Accessibility-First Tool Concepts

· Accessibility, Workflow · Patrick Smith

Twice now I’ve created desktop apps for designing UIs. Neither shipped and I know I want to return to this space again.

My current thinking is that accessibility is a must, and is something tools today severely lack. They are visual-first and often visual-only. Why aren’t we thinking about accessibility at the early design stage?

Doing so would both make implementation easier as we aren’t just bolting accessibility needs at the end. And faster too if we get it right from the beginning.

I think getting developers (tricking them almost) to use accessibility affordances for their own needs (for example writing tests) is an interesting way to get them to care more about it.

Here are some tooling ideas:

Emulate Screen Reader Output

  • Supports VoiceOver, JAWS, NVDA.
  • Turns HTML into what would be spoken by a screen reader.
  • Can validate what actual screen readers would interpret, without having to run all of them.
  • Can use in Snapshot tests to ensure implementations are accessible and don’t break due to changes.

Screen reader emulator as CLI

  • Run with URL.
  • It streams back a screen reader representation of the page.
  • Actually might be useful for developers for browsing a website.

OCR automated testing with contrast / colour checking

  • Takes text and a role as input.
  • Renders using Playwright, and uses OCR to find the element visually on the page.
  • Only work if text passes expected contrast and colour requirements. e.g. “Can’t read button ‘Sign Up’ as it lacks contrast”.

Accessibility-first prototyping tool

  • Content is usually what differentiates your brand, what the user reads, what matches user’s existing language.
  • Write the content first, and what fundamental accessible widgets you want used.
  • See a live preview without writing any code — for visual users and for screen reader users.
  • Export a set of automated tests to verify your actual implementation.

My most used commands for front-end

· JavaScript, Workflow · Patrick Smith
# Measure HTTP response time
httpstat "https://example.org/"

# Run Google’s PageSpeed Insights
npx psi "https://example.org/" --strategy=mobile

# Run Axe Core across multiple breakpoints
npx evaluatory "https://example.org/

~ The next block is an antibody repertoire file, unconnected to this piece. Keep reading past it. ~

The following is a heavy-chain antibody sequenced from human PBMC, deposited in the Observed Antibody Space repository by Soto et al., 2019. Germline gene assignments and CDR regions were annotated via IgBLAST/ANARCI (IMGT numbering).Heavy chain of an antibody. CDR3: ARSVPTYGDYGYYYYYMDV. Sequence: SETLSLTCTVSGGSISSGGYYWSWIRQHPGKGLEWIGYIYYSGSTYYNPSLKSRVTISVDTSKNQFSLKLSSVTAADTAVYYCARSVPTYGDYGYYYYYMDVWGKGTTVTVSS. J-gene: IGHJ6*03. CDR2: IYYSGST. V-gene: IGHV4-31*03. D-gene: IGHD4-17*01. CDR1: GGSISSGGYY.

# Optimize & minify SVG file
npx svgo <some-file.svg>

# Visualize JavaScript usage
npx bundle-wizard example.org

# Create a new TypeScript library with TSDX
npx tsdx create <project-name>

# Create a new web app with Vite
npm init vite-app <project-name> # Vue by default
npm init vite-app <project-name> --template preact
npm init vite-app <project-name> --template react

# Creates a Cloudflare Worker
npm i -g @cloudflare/wrangler
wrangler generate <project-name>

Jeremy Keith on Architects, gardeners, and design systems

· Design, Teams, Workflow · Patrick Smith

Jeremy Keith:

It’s rare to find job titles like software gardener, or information librarian (even though they would be just as valid as other terms we’ve made up like software engineer or information architect). Outside of the context of open source projects, we don’t talk much about maintenance. We’re much more likely to talk about making.

Anyone who’s spent any time working on design systems can tell you there’s no shortage of enthusiasm for architecture and making—“let’s build a library of components!”

There’s less enthusiasm for gardening, care, communication and maintenance. But that’s where the really important work happens.

Don’t make your developer experience improvement a tax the user pays

· Planning, Product, Teams, UX, Workflow · Patrick Smith

Sometimes it feels like we decide the developer experience is more front of mind than the user experience.

Or: DX > UX.

Why is that? Does web development today feel like such a beast that I must wield a powerful weapon with which to conquer it?

We need the latest browser features to build web apps. If they are not available in every user’s browser, we will write the code we prefer and transpile or package it up into to a common lingo.

The team really wants to use this new language or framework, so we should adopt it and be cutting edge! We’ll be more attractive in the industry so hiring will be easier.

It’s quicker for us to choose the same tech everyone else is using, because they have solved lots of problems that make it sometimes tricky and there’s a huge ecosystem of ready-to-go components and plugins. We’ll move so fast! 💨

While I think these considerations should be discussed, where is the user here?

Will it be easier for the user? Will they move quicker than they had before? Will they be provided something ready-to-go to solve the problem they have? Will they really want to use what you’ve made? What did they need anyway?